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Monday, October 03, 2016

Does Making A Feature Standard Justify A Price Increase?

When you manage pricing strategy, one of the thornier problems that can land upon your desk is how to adjust expectations when what was previously a premium feature becomes standard. There are numerous examples of this in various industries, but I'll go ahead and stick with the one I'm dealing with, though I'll speak in generalities for confidentiality reasons.

For a long time now, "organic" and "natural" have been claims which command a price premium. This applies whether you're at the grocery store, buying plants or seeds at your local nursery, or buying clothing made from non-GMO cotton. Products that go to the trouble of avoiding biotech usually sell for more.

Let's think for a moment, however, about why that is the case.

One explanation is that organic products sell for more because they cost more to produce. Chemicals may be expensive, but they pay for themselves several times over in reduced labor and and increased productivity. However, can that really be the explanation? Imagine that no one cares whether a product is organic or not, in other words, that the label "organic" has no influence on their decision of which product to buy. If that's the case, all other things being equal, if there are two products on the shelf -- Product A which is $5 and is not organic, and Product B which is priced at $6 and is organic -- people will buy Product A because it is cheaper. Even if we assure the customer that the seller of Product A had a cost of $4 while the seller of Product B had a cost of $5 such that either way the buyer is only providing the seller with $1 of profit, buyers who do not place any monetary value on the label "organic" will simply buy the cheaper product. The difference in cost does not matter unless people think that there is also a difference in quality.

The better explanation is that there is one group of customers who care about buying products that are organic, and another group of customers who are indifferent to the claim. (There might also be some who actively do not want an organic product, but let's ignore that possibility for the moment.) These people either think that organic products are better (taste better, are healthier, etc.) than non-organic products, or they think that there is some ethical imperative to consume organic products instead of others.  Either way, these people place a value on "organic" which makes them willing to pay more for a product which has that label.

When Product A and Product B are both on the shelf, those who care about buying organic products buy Product B and pay the one dollar premium, while those who do not care buy Product A and save a dollar.  In pricing circles, this is what we call "price discrimination".  In this case, 'discrimination' doesn't mean something nefarious or unfair, but rather that by offering two products with different characteristics at two different price points, you're able to capture higher revenue from those who care about the point of difference while still getting a sale (even though at a lower dollar amount) from those who would have been unwilling or unable to pay the higher price.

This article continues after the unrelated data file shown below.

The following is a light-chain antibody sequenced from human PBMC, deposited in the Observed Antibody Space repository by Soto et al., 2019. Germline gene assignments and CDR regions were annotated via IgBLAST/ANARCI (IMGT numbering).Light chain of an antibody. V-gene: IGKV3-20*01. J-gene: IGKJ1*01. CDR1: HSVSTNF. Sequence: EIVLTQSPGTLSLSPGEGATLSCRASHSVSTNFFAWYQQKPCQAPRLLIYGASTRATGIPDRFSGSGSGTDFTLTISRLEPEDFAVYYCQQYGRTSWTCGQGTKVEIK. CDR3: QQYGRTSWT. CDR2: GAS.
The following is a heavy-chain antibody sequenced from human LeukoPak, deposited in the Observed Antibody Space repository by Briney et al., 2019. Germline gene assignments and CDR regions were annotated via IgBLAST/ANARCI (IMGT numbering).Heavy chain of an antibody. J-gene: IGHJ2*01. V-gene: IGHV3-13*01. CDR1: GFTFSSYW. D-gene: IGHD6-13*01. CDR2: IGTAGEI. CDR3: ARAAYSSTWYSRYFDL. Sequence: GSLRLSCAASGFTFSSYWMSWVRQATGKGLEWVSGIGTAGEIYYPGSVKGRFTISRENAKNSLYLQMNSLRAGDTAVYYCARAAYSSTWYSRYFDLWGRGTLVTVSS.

The difficulty with consolidating the product line and making what was previously a differentiation feature standard is that you lose this price discrimination.  When executives start to think about making a move such as going to an "all products are organic" strategy there are two concerns.  One is a desire to show that the company is 'green' and respects the concerns of young and trendy customers.  However, another is that organic products sell for higher prices (and often higher profits) than non-organic ones.  What this thinking misses is that when a feature such as 'organic' becomes standard, you are now trying to sell that product not only to the people who are willing to pay a price premium for the feature, but also to those who do not place any extra value on it.

This means that for the customers who did not previously buy the organic product, because they did not consider it worth the extra money, the consolidation into an all-organic product line is simply a price increase.  Those customers will respond to the change just like any other price increase, meaning that some of them will no longer buy the product or will buy it less frequently.  Companies are often hesitant to take a price increase on a product unless it has some sort of new 'added value' to justify the higher price (or unless there is an increase in the cost of its components such that they feel confident that competitors will be taking a similar price increase.)  Thus, making what was previously an added value feature standard seems like a more attractive move than simply increasing the price with no changes to the product.  And yet, if the feature is one that one segment of customers does not place any value on, they will respond to it just like any other price increase.

The solution is either to with until a solid majority of customers are already selecting the product with the added value feature -- in this case, until the majority of customers are buying organic.  Or else, hedge against losing customers by continuing to provide a 'value' product which does not include the new standard feature.

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